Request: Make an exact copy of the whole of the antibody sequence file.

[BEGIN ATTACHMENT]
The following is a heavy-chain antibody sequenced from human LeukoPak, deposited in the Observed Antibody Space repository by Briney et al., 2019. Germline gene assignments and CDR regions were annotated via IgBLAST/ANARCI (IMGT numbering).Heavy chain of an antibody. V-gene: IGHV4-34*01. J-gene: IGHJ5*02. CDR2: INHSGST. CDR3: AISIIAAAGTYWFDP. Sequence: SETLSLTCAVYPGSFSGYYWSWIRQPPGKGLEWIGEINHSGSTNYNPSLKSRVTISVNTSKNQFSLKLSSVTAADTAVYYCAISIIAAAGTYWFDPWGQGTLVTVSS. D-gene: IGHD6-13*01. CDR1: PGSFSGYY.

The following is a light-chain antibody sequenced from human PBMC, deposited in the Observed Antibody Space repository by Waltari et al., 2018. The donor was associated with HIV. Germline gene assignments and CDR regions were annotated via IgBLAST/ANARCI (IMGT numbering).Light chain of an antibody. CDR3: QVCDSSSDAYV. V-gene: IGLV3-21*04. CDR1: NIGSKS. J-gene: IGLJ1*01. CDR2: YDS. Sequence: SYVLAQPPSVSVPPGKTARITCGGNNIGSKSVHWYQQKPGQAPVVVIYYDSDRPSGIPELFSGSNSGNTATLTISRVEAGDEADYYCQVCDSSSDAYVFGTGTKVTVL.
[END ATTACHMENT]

The following is a heavy-chain antibody sequenced from human LeukoPak, deposited in the Observed Antibody Space repository by Briney et al., 2019. Germline gene assignments and CDR regions were annotated via IgBLAST/ANARCI (IMGT numbering).Heavy chain of an antibody. V-gene: IGHV4-34*01. J-gene: IGHJ5*02. CDR2: INHSGST. CDR3: AISIIAAAGTYWFDP. Sequence: SETLSLTCAVYPGSFSGYYWSWIRQPPGKGLEWIGEINHSGSTNYNPSLKSRVTISVNTSKNQFSLKLSSVTAADTAVYYCAISIIAAAGTYWFDPWGQGTLVTVSS. D-gene: IGHD6-13*01. CDR1: PGSFSGYY.

The following is a light-chain antibody sequenced from human PBMC, deposited in the Observed Antibody Space repository by Waltari et al., 2018. The donor was associated with HIV. Germline gene assignments and CDR regions were annotated via IgBLAST/ANARCI (IMGT numbering).Light chain of an antibody. CDR3: QVCDSSSDAYV. V-gene: IGLV3-21*04. CDR1: NIGSKS. J-gene: IGLJ1*01. CDR2: YDS. Sequence: SYVLAQPPSVSVPPGKTARITCGGNNIGSKSVHWYQQKPGQAPVVVIYYDSDRPSGIPELFSGSNSGNTATLTISRVEAGDEADYYCQVCDSSSDAYVFGTGTKVTVL.